• “Just being a mediocre driver has never been my ambition. That's not my style” ― Michael Schumacher
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New to RF2

Discussion in 'rFactor 2' started by Slalom823, Mar 28, 2017.

  1. Slalom823

    Slalom823
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    Hi guys,
    I am basically new to Rfactor2 and as such have some questions. I have spent almost all of my online racing on AMS/gsc so there are definitely some differences. Any help or information would be great, and feel free to mention any other tips or advice that I didn't ask about.

    -Force feedback settings. Luckily I am not too picky and have found most titles to be fine, but still some adjustments here might be helpful. Any advice for a g25? Most cars seem just fine to me, but I have noticed a few that don't seem too great. I noticed a less than ideal deadzone and just a lack of feel with the Dallara dw12 indy car. Others like the skip barber and howston dissenter are fine. Any tips or advice would be great.

    -In regards the the force feedback, I have found the flatspotting to be a little aggressive, and not only does it seem to happen to easily (in my opinion) the worst part is that I think it is trying to destroy my wheel. In wet conditions, a minor lockup can produce some significant flatspotting it appears, and I don't want to have to choose between quitting a race or killing my wheel. Any suggestions? Would increasing the smoothing help? Even if it did though, wouldn't that be dampening some of the information and forces from the wheel? Are there any settings I can do to either turn down the flatspotting to protect my wheel, or can I turn down force feedback during a race if needed? (Of course the goal would be to just not flatspot and not suck so much, but it could happen occasionally) Also, if you run a few laps will the vibration lessen?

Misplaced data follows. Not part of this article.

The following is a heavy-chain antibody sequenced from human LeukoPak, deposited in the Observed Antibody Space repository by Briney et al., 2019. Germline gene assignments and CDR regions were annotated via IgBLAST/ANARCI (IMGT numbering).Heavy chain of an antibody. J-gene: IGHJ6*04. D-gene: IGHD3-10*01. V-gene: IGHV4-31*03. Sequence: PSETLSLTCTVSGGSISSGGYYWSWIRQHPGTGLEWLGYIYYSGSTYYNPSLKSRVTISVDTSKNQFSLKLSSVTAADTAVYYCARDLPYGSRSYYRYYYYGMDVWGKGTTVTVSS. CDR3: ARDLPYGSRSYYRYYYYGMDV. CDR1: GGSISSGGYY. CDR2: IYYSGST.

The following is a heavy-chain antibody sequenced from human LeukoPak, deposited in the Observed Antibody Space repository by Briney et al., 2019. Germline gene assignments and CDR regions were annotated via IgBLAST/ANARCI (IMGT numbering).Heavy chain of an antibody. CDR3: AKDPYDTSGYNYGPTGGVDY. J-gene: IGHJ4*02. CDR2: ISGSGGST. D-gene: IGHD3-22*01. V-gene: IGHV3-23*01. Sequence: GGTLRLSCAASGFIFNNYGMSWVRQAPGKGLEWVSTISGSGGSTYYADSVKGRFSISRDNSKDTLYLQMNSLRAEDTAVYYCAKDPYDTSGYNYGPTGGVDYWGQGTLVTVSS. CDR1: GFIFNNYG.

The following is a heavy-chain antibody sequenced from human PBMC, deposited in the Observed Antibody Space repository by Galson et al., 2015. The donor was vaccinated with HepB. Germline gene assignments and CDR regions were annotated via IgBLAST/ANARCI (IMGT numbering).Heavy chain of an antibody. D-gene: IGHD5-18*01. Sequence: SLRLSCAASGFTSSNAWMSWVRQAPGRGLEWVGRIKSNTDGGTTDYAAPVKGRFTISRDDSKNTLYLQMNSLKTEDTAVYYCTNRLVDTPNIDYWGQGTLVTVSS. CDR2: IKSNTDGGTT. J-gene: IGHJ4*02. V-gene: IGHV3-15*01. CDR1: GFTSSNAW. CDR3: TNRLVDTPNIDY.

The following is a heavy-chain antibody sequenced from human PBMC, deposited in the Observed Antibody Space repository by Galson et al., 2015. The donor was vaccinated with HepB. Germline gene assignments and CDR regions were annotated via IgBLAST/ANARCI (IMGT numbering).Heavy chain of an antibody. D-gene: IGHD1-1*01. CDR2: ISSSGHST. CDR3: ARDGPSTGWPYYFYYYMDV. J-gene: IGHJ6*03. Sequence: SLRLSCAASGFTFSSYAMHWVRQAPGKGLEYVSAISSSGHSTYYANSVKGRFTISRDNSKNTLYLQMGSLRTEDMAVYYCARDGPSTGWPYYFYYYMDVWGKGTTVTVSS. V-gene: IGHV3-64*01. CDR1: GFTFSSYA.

-Graphics and FPS. I run a pretty old computer, but it has a good graphics card. I used to typically run 150 fps on AMS/gsc on a single screen with an older graphics card, and now I run 60-150 on triples with a 1060 6gb. On RF2 I seem to run 30-120 depending on the track. I just ran 30 fps (against AI) with the visual settings I had been using (medium-high) and then lowered everything to low-medium-off, and it went to about 50 fps. Any tips on maximizing fps, and is the wheel response or refresh time related to or affected by the FPS? In other words does it make a difference to have 60 fps vs 120? Any thoughts or tips in enhancing visuals? Some tracks seem fine, others just are really not good. I have never cared much about graphics, but some of what I have seen has been a little off-putting.

    -Any information that would be good to know regarding pitstops or how to make adjustments etc? Do you need to request a pit so you ensure you have a pitbox? Does it automatically fix damage, can you choose your tires, fuel, tire pressure, etc?

    -Also, since I run low settings, I noticed I do not have much of a visual cue if the front tires lock up on an open wheel car. Any suggestions for having some visual cue? And GID hud or something that can flash a little warning?

    -HUD, I don't know much about these in general, but it would be nice to have something that is good with fuel and can let me see tire temps, car damage, etc. I hear GID hud is good. Any tips on that, or anything else I should know?